Thomas: She’s actually related to the main character from the previous game. We’re trying to build some continuity in the world.

Brando: I did get that kind of Zelda sort-of vibe with the top down look and the block-pushing at the beginning. She had the attack and also the dash ability. I thought at first that the attack was sort of slow but I then realized I can cancel that with the dash. It really opened up from there. Was that intentional? What were your aims for the gameplay?

Thomas: Well, I want to say we wanted to make it flow so Teslagrad has good flow. When you know how to play it, you just glide through all the levels, it’s amazing. So we kinda wanted that but we also wanted more puzzle elements in it. You don’t really see it in this one, with the character you tried but one of the other ones called Teri controls animals so you control animals to solve puzzles and also to ride on them like the big ones – you just get on them and ride away! It’s actually different as she can do that. The small child, he’s just a child with basically a shovel so he just has to avoid everything so he’s that kinda gameplay. The big guy, he fights things. That’s basically his character and his gameplay, he fights stuff. He has more of a fighter-type gameplay.

PushDustIn: Speaking of the port process though, has there been any improvements in the Switch version?

Thomas: In the Switch version of World to the West? That’s actually hard to say. I’m actually doing the final stretch of the porting for the Switch version. I’d for Switch – that has Rumble. We had so much fun with that actually with the right and left Joy-Con. I’m not sure we’re going to do anything more special. On the Wii U, you always had to use the screen but here it needs to work with and without touchscreen so more convenient stuff probably. We put in all the improvements from the previous version.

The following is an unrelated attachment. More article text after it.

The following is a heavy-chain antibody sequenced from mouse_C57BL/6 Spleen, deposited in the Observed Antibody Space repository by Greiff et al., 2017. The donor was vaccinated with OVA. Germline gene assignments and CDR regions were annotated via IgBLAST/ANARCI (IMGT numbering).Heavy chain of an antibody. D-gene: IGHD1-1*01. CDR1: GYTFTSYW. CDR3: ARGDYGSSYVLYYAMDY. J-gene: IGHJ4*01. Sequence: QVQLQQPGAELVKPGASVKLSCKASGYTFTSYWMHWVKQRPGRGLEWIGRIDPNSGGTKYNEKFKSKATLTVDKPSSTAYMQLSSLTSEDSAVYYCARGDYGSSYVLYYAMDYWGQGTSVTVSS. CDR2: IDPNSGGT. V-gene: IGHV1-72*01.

(World to the West)

PushDustIn: Do you have the next project lined up?

Thomas: Yes, we actually do! If I’d have brought my laptop I would have actually shown you a basic video but it’s, I’m trying to figure out what I’ve basically made public about it. It’s going to be set in the same world, it’s going to be more of a re-playable game with shorter sessions. The gameplay is hard to describe, I wouldn’t say event-focused. We should get Peter to describe it as he knows the best. I haven’t jumped over to that as I’m still porting all the other ones. We port for everything.

PushDustIn: What platforms are you targeting?

Thomas: With the new one? It’s going to be the big consoles at least and PC. PC, Mac, Linux, XBox 1, PS4 and Switch of-course. We’ll have to see about the new versions on the other consoles. I guess supporting them is pretty easy, they should work just out of the box on those consoles. If you had any graphical extras? Our games aren’t graphically intensive anyways maybe we’ll do some overlays or something, more anti-aliasing, that’s about it I think. But yeah, all the main consoles, PC, Mac, Linux, I don’t know about any others. I can’t confirm at the moment.

PushDustIn: What does it mean to be indie?

Thomas: What it means to be indie. Well, for me it means being able to travel here with a small publisher because we are here in Japan with a publisher and just sort of hanging out. But it also means, I want to say community, we’ve been building a community in Bergen in Norway of indie developers. We don’t really have any big support so we have to support each other. I want to say that’s indie for me, community; we have regular gatherings, small conventions in towns.


Rain Games (Peter)

PushDustIn: This is PushDustIn, Tris, Brando and Peter. Thank you so much for joining us for this interview. So we were talking a little bit about your future projects so can you introduce it a little to us.

Peter: Oh you mean World to the West or future projects.

(World to the West)

Brando: Future projects!

Peter: So we’re working a third project in the same gaming world as Teslagrad and World to the West, it’s called Mesmer and it’s all about revolution. It’s a very different game from what we’ve previously done but we always change game genres a little bit, we keep the story around, the world around, a lot of the art, aesthetics and the characters that people already know, but this time we want to a little more of, I guess you can say inspired by the survival genre. It’s not a survival game but it has some of those mechanics.